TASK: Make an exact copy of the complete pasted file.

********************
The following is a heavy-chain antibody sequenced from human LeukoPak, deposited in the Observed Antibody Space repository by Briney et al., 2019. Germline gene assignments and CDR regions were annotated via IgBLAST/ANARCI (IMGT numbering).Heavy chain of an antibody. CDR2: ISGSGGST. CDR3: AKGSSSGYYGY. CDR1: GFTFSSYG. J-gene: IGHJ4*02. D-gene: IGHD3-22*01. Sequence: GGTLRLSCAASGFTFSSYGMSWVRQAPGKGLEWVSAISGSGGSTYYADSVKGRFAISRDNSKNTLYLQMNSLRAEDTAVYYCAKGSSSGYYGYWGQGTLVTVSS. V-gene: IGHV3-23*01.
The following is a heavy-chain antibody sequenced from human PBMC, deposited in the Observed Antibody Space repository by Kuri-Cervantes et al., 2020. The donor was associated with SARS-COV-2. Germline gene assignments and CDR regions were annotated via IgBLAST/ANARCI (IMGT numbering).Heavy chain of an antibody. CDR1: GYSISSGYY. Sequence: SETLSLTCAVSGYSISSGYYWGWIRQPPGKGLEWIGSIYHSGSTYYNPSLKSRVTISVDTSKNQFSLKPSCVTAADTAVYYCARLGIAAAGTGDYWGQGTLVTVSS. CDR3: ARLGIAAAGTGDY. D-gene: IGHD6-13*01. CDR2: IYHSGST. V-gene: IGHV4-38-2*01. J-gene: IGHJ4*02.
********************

The following is a heavy-chain antibody sequenced from human LeukoPak, deposited in the Observed Antibody Space repository by Briney et al., 2019. Germline gene assignments and CDR regions were annotated via IgBLAST/ANARCI (IMGT numbering).Heavy chain of an antibody. CDR2: ISGSGGST. CDR3: AKGSSSGYYGY. CDR1: GFTFSSYG. J-gene: IGHJ4*02. D-gene: IGHD3-22*01. Sequence: GGTLRLSCAASGFTFSSYGMSWVRQAPGKGLEWVSAISGSGGSTYYADSVKGRFAISRDNSKNTLYLQMNSLRAEDTAVYYCAKGSSSGYYGYWGQGTLVTVSS. V-gene: IGHV3-23*01.
The following is a heavy-chain antibody sequenced from human PBMC, deposited in the Observed Antibody Space repository by Kuri-Cervantes et al., 2020. The donor was associated with SARS-COV-2. Germline gene assignments and CDR regions were annotated via IgBLAST/ANARCI (IMGT numbering).Heavy chain of an antibody. CDR1: GYSISSGYY. Sequence: SETLSLTCAVSGYSISSGYYWGWIRQPPGKGLEWIGSIYHSGSTYYNPSLKSRVTISVDTSKNQFSLKPSCVTAADTAVYYCARLGIAAAGTGDYWGQGTLVTVSS. CDR3: ARLGIAAAGTGDY. D-gene: IGHD6-13*01. CDR2: IYHSGST. V-gene: IGHV4-38-2*01. J-gene: IGHJ4*02.